Hatches Made Easy:

Slate Drake - Nymphs

04/12/08

Nymphs:
Nymphs of this species are swimmers that prefer rather highly oxygenated water
ranging from medium to fast flowing freestone streams. The streams of the
Great Smoky Mountains are a perfect habitat for them. The nymph is the most
important stage of life of the Slate Drake. When they migrate to the banks or
large rocks to hatch, they are very susceptible to being eaten by trout.
In the Smokies the Slate Drakes can
hatch anytime from about the last part
of May until the middle of September.
This is an extremely long hatch
period. They are not bi-brooded. They just hatch off and on during that long
period of time. It is not possible to predict the peaks in the hatch during the long
hatch period. You just have to look for them and be aware they may hatch
anytime from Spring to Fall.
After the nymphs reach the banks of the stream, they crawl out of the water and
emerge on rocks and logs. Nymphs are quick, shy, and move fast when they
migrate to the shallows. At times you can see evidence of the hatch by finding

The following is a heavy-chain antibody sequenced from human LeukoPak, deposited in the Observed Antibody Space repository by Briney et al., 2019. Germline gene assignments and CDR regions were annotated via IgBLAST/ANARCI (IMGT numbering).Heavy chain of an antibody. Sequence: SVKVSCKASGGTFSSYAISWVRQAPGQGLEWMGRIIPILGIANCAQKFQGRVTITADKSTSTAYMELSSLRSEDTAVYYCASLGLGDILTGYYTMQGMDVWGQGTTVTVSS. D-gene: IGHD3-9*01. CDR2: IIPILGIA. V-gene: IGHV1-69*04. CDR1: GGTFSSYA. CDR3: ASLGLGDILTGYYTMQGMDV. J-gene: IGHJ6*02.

their nymphal shucks on logs, banks and rocks without ever seeing the duns..

Nymph Presentation:
Imitations of the nymph should be fished in pockets near the bank and behind
rocks or logs. You should allow them to drift naturally, but imparting short erratic
stripping motions to them would better imitate the action. You should use the
stripping action to imitate the swift darts of this excellent swimmer. By stripping
action, I don't mean 5 to 12 inch strips. I mean 1 or 2 inch strips. Just a twitch of
the line imparted using your non-rod hand is all that is necessary. In this case
the fly should be slightly weighted.
The “down and across” method works well in the shallow water they move into to
crawl out of the water. It is easy  to spook the trout that feed on these nymphs in
the shallow water they move out of the water from. Getting close to the fish is
usually not an option. This requires cast that are longer than the normal ones
for the Smokies.
During the times the nymphs are not migrating to hatch, a heavier weighted
nymph works best. It should be fished in the runs and riffles the nymphs live in.  
You should use the standard nymphing methods that are effective in the
Smokies. We have covered the "high-stickin" method of nymphing in a previous
article.















Side view of the Slate Drake nymph


Coming Up Next:
Slate Drake - Spinners

Copyright 2008 James Marsh